Editor’s note: Michelle Castle is chief innovation officer, and Casey Willard is chief analytics offer, Alter Agents, a full-service marketing research consultancy.  

Segmentation research is a powerful tool. It provides a deep understanding of and empathy for real people, identifies those with the greatest potential value and uncovers opportunities to shape the business. It guides strategy and tactics for targeting, messaging, media planning and product and feature development. It engages cross-functional teams and inspires them to action. 

Despite the importance of segmentation research in identifying aggregate unmet needs and building target strategies, researchers often hide behind less loaded terms such as “typologies” or “personas” instead of “segments” when discussing the approach. They aim to disassociate from past negative segmentation experiences and convince themselves that this time will be different.

Segmentation research without a clear purpose, a thoughtful design and stakeholders committed to the process fails to inform decision-making. Too often, segmentation research becomes either oversimplified or unnecessarily complex – a major investment of resources that yields cleverly alliterated names and not much else. Despite a great deal of time and effort by all those involved, the results are not truly relevant nor useful to the strategists, marketers and developers who need to put it to work. While it’s easy to blame the methodology or mechanics of segmentation research for its failure, the fault typically falls to the process itself.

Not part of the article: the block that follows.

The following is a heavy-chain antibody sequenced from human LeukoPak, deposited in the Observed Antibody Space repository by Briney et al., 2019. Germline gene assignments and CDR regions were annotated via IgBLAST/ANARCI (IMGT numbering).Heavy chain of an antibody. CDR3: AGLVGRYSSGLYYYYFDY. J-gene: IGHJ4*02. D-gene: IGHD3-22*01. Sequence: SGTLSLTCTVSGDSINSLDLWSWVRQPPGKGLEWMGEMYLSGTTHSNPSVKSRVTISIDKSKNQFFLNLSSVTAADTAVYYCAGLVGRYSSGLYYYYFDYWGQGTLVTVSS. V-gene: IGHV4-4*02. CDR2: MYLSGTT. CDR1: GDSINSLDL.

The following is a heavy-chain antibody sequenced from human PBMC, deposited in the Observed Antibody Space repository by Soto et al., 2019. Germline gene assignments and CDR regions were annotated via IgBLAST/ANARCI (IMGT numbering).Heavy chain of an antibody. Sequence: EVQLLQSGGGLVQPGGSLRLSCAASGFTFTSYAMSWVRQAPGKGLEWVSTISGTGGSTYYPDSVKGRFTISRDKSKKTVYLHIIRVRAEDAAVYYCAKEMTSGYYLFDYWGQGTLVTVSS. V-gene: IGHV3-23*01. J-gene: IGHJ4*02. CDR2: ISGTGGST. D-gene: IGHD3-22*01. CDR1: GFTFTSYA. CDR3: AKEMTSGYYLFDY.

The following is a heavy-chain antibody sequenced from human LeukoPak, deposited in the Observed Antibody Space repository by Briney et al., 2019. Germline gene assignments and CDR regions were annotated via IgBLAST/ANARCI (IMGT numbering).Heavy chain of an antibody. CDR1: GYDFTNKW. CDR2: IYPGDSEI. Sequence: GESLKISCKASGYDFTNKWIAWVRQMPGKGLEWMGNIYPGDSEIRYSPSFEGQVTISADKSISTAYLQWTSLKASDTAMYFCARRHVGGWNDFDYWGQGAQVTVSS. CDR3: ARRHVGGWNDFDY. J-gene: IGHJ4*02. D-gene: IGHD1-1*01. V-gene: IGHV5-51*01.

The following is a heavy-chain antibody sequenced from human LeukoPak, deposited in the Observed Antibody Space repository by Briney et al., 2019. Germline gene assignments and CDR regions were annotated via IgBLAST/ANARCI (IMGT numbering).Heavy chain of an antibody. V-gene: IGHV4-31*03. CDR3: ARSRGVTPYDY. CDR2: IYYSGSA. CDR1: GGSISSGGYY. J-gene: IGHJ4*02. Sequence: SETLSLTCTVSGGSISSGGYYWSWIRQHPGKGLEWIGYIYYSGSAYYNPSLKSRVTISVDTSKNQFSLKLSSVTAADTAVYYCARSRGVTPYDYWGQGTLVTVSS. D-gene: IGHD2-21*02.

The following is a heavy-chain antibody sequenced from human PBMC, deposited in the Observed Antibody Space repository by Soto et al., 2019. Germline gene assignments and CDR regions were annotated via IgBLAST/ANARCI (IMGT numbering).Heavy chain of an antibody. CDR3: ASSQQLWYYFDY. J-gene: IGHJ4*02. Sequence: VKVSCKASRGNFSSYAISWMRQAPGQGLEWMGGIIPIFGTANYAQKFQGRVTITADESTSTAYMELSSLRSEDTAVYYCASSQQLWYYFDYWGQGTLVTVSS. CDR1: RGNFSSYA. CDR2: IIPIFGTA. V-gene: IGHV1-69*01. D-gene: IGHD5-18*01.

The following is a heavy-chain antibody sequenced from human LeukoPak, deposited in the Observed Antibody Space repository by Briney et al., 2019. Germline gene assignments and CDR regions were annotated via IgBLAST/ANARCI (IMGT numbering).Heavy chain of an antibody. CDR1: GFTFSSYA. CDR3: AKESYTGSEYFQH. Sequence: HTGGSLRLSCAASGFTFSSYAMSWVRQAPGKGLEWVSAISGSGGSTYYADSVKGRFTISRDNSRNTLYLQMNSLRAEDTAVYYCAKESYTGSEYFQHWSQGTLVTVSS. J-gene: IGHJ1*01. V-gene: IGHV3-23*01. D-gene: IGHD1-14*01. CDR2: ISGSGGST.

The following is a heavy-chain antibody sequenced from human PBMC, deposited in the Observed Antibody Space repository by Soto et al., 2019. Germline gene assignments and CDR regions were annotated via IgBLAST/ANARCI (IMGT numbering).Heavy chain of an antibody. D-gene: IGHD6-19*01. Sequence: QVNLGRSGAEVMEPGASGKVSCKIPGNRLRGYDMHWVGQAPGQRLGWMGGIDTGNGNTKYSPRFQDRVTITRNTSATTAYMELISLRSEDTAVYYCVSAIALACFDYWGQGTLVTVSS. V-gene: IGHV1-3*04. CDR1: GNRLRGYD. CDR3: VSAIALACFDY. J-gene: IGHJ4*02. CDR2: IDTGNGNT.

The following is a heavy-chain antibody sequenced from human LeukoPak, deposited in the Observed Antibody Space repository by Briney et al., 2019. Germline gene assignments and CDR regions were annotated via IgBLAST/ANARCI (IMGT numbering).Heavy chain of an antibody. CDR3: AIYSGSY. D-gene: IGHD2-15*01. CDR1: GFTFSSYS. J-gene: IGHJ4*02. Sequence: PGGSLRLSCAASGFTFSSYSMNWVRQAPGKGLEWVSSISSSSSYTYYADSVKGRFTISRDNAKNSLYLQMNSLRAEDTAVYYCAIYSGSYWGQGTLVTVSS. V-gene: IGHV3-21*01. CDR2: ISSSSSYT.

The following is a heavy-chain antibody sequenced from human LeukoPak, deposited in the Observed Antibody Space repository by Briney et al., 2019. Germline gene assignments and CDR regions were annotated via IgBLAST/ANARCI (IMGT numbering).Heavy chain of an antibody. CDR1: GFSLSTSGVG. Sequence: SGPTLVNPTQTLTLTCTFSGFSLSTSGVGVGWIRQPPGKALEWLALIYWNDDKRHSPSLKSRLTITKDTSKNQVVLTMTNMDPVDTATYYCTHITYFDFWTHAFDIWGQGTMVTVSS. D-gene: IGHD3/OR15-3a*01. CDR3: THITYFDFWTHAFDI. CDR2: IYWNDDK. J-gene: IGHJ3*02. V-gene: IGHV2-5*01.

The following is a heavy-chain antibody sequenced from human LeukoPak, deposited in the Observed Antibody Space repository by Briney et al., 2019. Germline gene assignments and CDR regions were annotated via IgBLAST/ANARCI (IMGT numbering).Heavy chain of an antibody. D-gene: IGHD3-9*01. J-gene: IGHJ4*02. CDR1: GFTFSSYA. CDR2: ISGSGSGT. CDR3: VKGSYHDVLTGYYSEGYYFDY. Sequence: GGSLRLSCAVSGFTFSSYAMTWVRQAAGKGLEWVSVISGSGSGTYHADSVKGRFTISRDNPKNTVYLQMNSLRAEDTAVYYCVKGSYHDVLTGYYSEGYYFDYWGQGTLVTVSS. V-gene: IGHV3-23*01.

But “segmentation” doesn’t have to be a dirty word.

In our collective experience of conducting over 100 segmentation studies over the past 20 years, we’ve identified some key principles that have been consistently applied across the most successful studies with the longest-lasting impact. Common challenges surrounding segmentation research –...